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Anglican schism over gay clergy inevitable
by Graeme J. Davidson
25 July 2009

The decade-long feud over gay clergy and church-sanctioned gay unions within the 80-million member worldwide Anglican Church reached a bitter climax. Both sides acknowledge irreconcilable differences and have, in effect, filled for divorce. Both accuse the other of unfaithfulness.

... The Anglican barney over gays is like a TV soap in which headstrong family members ignore efforts at reconciliation and cries of despair from the rest of the family as they continue to tear it apart.
... Over the last month, the decade-long feud over gay clergy and church-sanctioned gay unions within the 80-million member worldwide Anglican Church reached a bitter climax. Both sides acknowledge irreconcilable differences and have, in effect, filled for divorce. Both accuse the other of unfaithfulness.
... Several weeks ago, Britain’s Sunday Telegraph interviewed a senior Anglican Church leader, the Bishop of Rochester, Dr Michael Nazir-Ali. He insisted that people who don’t uphold the traditional teaching of the Bible about marriage being between a man and a woman don’t share the same faith: “They are acting in a way that is not normative according to what God has revealed in the Bible”. He then went on to say, "We welcome homosexuals, we don’t want to exclude people, but we want them to repent and be changed".
... Even though Bishop Nazir-Ali said this last comment was taken out of context, it earned him several death threats and a period of police protection.
... The uproar had barely died down when one of those so-called unfaithful churches, the 2 million-member Episcopal Church in the United States, flouted the Anglican Church’s worldwide moratorium on ordaining homosexuals. Six years ago, it became a rogue church when it ordained Gene Robinson, a divorced grandfather who is now living in a gay union, as the world’s first openly gay bishop. Last week, the Episcopal Church’s General Convention met near Disneyland in California in what detractors are calling the “Disney Convention”. By an overwhelming majority, they voted that all baptised persons have full access to any ministry. Sexual orientation will no longer be a barrier to ordination – gays, lesbians and transsexuals will have equal rights.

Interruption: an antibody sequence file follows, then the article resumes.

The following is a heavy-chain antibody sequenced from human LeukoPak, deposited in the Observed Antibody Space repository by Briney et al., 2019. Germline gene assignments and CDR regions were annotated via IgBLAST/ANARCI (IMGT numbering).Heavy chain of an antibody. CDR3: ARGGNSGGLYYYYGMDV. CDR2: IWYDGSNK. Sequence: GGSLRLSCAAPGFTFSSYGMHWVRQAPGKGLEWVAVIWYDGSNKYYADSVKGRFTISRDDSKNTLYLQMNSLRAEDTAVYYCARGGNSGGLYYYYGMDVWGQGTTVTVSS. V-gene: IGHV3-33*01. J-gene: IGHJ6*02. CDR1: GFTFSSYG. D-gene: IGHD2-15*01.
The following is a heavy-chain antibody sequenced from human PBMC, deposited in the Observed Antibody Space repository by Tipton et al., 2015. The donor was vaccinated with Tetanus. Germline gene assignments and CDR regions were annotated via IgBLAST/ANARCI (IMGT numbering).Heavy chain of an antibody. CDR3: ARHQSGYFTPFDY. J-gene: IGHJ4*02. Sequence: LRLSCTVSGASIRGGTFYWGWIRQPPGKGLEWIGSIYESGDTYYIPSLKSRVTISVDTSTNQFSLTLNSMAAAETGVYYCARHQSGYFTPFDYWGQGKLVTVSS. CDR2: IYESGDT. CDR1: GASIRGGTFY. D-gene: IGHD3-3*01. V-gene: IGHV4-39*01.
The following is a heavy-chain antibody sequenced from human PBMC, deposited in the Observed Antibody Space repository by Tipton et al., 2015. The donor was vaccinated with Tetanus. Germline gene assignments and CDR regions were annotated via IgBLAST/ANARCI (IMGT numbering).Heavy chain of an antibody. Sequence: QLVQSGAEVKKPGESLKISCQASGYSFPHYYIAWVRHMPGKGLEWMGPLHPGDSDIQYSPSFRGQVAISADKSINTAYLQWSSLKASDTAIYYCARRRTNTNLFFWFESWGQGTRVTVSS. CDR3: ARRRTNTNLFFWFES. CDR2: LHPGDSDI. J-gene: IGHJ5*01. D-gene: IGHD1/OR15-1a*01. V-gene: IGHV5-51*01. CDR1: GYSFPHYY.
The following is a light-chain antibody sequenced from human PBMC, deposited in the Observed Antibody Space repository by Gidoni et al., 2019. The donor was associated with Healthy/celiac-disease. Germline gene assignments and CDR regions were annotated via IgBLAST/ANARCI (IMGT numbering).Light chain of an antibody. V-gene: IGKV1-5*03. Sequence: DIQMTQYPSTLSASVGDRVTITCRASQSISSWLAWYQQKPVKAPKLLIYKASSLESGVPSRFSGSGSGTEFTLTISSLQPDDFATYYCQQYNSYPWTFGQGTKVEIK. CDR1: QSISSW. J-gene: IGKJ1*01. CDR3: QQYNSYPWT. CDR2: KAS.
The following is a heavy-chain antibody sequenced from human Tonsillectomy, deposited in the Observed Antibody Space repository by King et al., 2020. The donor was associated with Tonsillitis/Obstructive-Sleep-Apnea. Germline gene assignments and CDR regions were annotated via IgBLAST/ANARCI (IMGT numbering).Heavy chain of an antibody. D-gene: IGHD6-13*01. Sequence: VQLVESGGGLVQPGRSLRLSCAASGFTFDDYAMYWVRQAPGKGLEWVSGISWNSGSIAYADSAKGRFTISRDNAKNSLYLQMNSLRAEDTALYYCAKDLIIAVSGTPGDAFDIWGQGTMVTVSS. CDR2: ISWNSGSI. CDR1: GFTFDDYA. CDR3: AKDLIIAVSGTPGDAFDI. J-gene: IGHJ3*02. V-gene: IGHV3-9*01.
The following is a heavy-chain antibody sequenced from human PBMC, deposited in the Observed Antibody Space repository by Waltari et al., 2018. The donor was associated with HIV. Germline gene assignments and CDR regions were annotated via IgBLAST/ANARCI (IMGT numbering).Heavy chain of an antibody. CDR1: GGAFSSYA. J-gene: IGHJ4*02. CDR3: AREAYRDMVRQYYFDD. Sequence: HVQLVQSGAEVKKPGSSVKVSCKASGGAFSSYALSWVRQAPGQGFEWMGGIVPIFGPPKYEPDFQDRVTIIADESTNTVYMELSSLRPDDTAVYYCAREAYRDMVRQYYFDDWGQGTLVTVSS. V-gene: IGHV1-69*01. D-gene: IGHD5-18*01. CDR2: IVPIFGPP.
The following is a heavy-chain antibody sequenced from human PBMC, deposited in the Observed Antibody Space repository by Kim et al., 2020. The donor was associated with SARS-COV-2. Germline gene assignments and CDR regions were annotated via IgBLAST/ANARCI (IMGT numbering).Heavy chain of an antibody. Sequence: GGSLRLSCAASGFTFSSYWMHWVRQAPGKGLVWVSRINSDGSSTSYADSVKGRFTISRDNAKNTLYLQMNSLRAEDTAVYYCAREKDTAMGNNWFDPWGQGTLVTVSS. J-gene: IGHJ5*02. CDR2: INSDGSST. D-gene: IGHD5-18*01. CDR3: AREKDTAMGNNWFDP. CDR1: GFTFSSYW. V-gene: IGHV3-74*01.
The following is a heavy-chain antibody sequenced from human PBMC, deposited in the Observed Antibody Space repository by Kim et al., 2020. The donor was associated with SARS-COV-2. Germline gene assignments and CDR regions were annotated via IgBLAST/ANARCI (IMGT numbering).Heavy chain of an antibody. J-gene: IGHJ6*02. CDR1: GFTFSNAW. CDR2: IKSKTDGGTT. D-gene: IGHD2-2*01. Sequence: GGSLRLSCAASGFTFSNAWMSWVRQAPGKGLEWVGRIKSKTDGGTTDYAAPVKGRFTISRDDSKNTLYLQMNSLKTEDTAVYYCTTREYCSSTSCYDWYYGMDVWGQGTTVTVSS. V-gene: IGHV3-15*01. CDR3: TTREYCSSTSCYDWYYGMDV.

... The vote was no surprise to the 100,000-member splitter group of Anglicans, known as the Anglican Church in North America, or ACNA. In a pre-emptive move late in June, they held their inaugural meeting in Texas to ratify their own ethically conservative constitution that emphasises the importance of the Bible and traditional Anglican doctrines.
... That prompted the Presiding Bishop of the larger pro-gay Episcopal Church, Katherine Jefferts Schori, to urge the Archbishop of Canterbury not to officially recognise this breakaway group. She insisted "schism is not a Christian act" and that recognition of groups like the ACNA would only encourage further secessions.
... But who is splitting from whom? People like Bishop Nazir-Ali and groups like the ACNA represent the views of about a third of all Anglicans, especially those of the fast-growing Anglican churches of Central Africa. They could equally accuse the US Episcopal Church of schism from the rest of the Anglican Church.
... Bishop Nazir-Ali is resigning as Bishop of Rochester to head a lobby group of conservative Anglicans. Queen Elizabeth II, who’s the Supreme Governor of the Church of England, upset pro-gay advocates by sending a letter of support.
... How do these impending divorces on distant shores affect New Zealand? During the 1990s, a few Anglican churches, mainly in our larger cities, adopted inclusive policies symbolised by a rainbow to show that they welcomed all people, especially gays. In at least one case, local families who were otherwise sympathetic to gay issues felt an exclusive pro-gay agenda had hijacked their expression of Christianity. It dominated to the point where most of the locals abandoned their parish church.
... There are pockets of both pro-gay activists and Biblical conservatives within the New Zealand Anglican Church today. But it’s highly unlikely that either group will want to push for a split from the majority of worldwide Anglicans. After all, the New Zealand Church is already divided into three churches within a church with its three tikanga or cultural streams – Maori, Pacifika and Pakeha. A further break-up based on pro and anti-gay policies would weaken the Church further and give Kiwi Anglicans an even more confusing array of choices.





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